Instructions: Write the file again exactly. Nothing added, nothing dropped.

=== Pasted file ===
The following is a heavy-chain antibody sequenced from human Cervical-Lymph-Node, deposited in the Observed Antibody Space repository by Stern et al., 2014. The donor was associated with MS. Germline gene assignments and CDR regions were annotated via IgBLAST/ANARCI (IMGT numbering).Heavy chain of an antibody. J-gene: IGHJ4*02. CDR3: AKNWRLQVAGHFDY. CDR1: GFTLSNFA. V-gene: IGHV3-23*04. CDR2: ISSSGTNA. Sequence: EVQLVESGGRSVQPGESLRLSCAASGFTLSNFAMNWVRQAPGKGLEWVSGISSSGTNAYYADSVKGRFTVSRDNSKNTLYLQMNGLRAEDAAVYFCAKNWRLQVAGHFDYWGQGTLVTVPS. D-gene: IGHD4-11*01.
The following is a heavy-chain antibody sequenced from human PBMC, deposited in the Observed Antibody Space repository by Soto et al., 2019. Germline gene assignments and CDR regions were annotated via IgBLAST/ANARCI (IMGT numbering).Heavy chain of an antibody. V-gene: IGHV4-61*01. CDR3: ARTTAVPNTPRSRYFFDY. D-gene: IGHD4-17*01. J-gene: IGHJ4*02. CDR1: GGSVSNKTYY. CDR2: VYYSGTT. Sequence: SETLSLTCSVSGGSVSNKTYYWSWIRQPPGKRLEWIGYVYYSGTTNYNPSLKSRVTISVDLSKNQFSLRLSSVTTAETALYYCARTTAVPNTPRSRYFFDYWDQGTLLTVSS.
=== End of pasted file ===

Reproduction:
The following is a heavy-chain antibody sequenced from human Cervical-Lymph-Node, deposited in the Observed Antibody Space repository by Stern et al., 2014. The donor was associated with MS. Germline gene assignments and CDR regions were annotated via IgBLAST/ANARCI (IMGT numbering).Heavy chain of an antibody. J-gene: IGHJ4*02. CDR3: AKNWRLQVAGHFDY. CDR1: GFTLSNFA. V-gene: IGHV3-23*04. CDR2: ISSSGTNA. Sequence: EVQLVESGGRSVQPGESLRLSCAASGFTLSNFAMNWVRQAPGKGLEWVSGISSSGTNAYYADSVKGRFTVSRDNSKNTLYLQMNGLRAEDAAVYFCAKNWRLQVAGHFDYWGQGTLVTVPS. D-gene: IGHD4-11*01.
The following is a heavy-chain antibody sequenced from human PBMC, deposited in the Observed Antibody Space repository by Soto et al., 2019. Germline gene assignments and CDR regions were annotated via IgBLAST/ANARCI (IMGT numbering).Heavy chain of an antibody. V-gene: IGHV4-61*01. CDR3: ARTTAVPNTPRSRYFFDY. D-gene: IGHD4-17*01. J-gene: IGHJ4*02. CDR1: GGSVSNKTYY. CDR2: VYYSGTT. Sequence: SETLSLTCSVSGGSVSNKTYYWSWIRQPPGKRLEWIGYVYYSGTTNYNPSLKSRVTISVDLSKNQFSLRLSSVTTAETALYYCARTTAVPNTPRSRYFFDYWDQGTLLTVSS.